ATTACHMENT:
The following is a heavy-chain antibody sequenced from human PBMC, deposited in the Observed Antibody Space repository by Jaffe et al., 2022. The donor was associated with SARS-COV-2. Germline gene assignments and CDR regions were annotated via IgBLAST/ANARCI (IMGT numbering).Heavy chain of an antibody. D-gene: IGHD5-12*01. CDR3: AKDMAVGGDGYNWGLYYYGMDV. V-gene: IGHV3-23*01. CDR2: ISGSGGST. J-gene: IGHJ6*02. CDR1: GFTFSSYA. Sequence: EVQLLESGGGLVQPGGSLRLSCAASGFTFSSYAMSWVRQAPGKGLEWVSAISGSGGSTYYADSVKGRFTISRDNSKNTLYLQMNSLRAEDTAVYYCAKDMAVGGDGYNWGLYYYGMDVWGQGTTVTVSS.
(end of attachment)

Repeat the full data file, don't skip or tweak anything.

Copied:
The following is a heavy-chain antibody sequenced from human PBMC, deposited in the Observed Antibody Space repository by Jaffe et al., 2022. The donor was associated with SARS-COV-2. Germline gene assignments and CDR regions were annotated via IgBLAST/ANARCI (IMGT numbering).Heavy chain of an antibody. D-gene: IGHD5-12*01. CDR3: AKDMAVGGDGYNWGLYYYGMDV. V-gene: IGHV3-23*01. CDR2: ISGSGGST. J-gene: IGHJ6*02. CDR1: GFTFSSYA. Sequence: EVQLLESGGGLVQPGGSLRLSCAASGFTFSSYAMSWVRQAPGKGLEWVSAISGSGGSTYYADSVKGRFTISRDNSKNTLYLQMNSLRAEDTAVYYCAKDMAVGGDGYNWGLYYYGMDVWGQGTTVTVSS.